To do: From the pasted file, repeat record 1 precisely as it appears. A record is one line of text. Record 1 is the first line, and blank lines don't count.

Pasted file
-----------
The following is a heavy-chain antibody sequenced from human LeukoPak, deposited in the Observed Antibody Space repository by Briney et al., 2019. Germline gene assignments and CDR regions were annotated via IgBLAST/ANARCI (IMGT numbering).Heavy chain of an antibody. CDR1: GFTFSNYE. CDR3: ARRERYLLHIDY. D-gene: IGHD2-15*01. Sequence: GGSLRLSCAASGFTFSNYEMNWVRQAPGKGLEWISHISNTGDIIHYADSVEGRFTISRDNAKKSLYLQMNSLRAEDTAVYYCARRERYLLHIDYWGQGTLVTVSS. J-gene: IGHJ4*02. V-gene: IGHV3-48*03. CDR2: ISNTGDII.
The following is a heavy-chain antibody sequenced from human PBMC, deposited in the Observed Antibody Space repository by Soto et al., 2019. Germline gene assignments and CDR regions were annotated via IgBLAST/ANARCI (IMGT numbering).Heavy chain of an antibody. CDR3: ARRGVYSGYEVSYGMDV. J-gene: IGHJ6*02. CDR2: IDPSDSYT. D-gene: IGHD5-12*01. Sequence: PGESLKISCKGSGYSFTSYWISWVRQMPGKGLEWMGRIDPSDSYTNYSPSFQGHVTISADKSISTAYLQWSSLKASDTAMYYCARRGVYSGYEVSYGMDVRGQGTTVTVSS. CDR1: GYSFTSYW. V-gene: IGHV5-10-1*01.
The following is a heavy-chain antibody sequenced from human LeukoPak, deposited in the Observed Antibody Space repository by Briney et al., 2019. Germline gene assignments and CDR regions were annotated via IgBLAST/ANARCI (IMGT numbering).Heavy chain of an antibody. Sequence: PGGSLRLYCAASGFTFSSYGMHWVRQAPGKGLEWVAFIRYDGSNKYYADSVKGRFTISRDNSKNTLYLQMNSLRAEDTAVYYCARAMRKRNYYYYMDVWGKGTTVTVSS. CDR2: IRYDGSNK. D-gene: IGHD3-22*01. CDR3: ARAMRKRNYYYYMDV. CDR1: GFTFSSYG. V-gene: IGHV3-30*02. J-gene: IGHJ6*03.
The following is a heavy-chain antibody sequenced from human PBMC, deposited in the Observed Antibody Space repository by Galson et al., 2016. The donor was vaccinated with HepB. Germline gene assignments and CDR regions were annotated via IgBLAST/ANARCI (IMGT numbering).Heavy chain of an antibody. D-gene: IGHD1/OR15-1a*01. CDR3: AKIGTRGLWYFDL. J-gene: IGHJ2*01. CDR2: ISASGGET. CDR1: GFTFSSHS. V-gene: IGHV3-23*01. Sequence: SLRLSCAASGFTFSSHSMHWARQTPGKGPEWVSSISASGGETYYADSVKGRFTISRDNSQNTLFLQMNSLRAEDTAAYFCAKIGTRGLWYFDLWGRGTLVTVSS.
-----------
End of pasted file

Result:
The following is a heavy-chain antibody sequenced from human LeukoPak, deposited in the Observed Antibody Space repository by Briney et al., 2019. Germline gene assignments and CDR regions were annotated via IgBLAST/ANARCI (IMGT numbering).Heavy chain of an antibody. CDR1: GFTFSNYE. CDR3: ARRERYLLHIDY. D-gene: IGHD2-15*01. Sequence: GGSLRLSCAASGFTFSNYEMNWVRQAPGKGLEWISHISNTGDIIHYADSVEGRFTISRDNAKKSLYLQMNSLRAEDTAVYYCARRERYLLHIDYWGQGTLVTVSS. J-gene: IGHJ4*02. V-gene: IGHV3-48*03. CDR2: ISNTGDII.